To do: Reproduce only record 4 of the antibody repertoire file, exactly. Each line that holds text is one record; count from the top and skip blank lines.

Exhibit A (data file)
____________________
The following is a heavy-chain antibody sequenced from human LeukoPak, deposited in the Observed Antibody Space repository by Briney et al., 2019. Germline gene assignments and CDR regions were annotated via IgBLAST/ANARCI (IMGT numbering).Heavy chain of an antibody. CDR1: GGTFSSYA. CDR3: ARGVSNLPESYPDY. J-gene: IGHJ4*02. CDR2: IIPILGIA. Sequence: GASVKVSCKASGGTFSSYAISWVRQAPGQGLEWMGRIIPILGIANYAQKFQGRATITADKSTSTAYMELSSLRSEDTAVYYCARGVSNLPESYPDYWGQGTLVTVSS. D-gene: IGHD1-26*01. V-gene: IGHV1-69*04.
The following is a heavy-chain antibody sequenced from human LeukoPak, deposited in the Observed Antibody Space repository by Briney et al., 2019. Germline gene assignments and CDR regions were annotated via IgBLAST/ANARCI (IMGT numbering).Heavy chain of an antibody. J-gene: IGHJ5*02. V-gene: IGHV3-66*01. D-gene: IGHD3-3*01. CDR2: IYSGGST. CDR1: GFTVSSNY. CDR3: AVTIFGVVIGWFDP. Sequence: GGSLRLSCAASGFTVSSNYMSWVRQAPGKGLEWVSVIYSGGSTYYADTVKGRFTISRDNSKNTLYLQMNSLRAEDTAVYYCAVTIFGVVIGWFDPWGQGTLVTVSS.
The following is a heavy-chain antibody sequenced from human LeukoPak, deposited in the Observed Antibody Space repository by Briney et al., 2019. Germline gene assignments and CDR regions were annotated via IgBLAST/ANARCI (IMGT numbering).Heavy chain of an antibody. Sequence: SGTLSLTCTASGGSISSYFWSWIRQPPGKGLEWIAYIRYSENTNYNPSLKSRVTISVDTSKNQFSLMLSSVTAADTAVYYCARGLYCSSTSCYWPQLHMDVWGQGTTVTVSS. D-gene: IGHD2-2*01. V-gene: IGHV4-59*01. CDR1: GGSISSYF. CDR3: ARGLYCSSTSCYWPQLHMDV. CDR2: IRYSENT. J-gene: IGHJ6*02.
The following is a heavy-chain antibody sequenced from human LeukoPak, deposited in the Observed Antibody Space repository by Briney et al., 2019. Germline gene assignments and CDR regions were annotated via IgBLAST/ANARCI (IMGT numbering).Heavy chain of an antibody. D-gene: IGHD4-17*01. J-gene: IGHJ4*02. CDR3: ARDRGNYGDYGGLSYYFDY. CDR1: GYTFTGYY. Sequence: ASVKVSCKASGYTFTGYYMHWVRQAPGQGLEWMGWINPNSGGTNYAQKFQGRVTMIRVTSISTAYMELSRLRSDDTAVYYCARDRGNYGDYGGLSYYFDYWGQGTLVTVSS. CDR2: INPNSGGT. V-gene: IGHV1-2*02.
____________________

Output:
The following is a heavy-chain antibody sequenced from human LeukoPak, deposited in the Observed Antibody Space repository by Briney et al., 2019. Germline gene assignments and CDR regions were annotated via IgBLAST/ANARCI (IMGT numbering).Heavy chain of an antibody. D-gene: IGHD4-17*01. J-gene: IGHJ4*02. CDR3: ARDRGNYGDYGGLSYYFDY. CDR1: GYTFTGYY. Sequence: ASVKVSCKASGYTFTGYYMHWVRQAPGQGLEWMGWINPNSGGTNYAQKFQGRVTMIRVTSISTAYMELSRLRSDDTAVYYCARDRGNYGDYGGLSYYFDYWGQGTLVTVSS. CDR2: INPNSGGT. V-gene: IGHV1-2*02.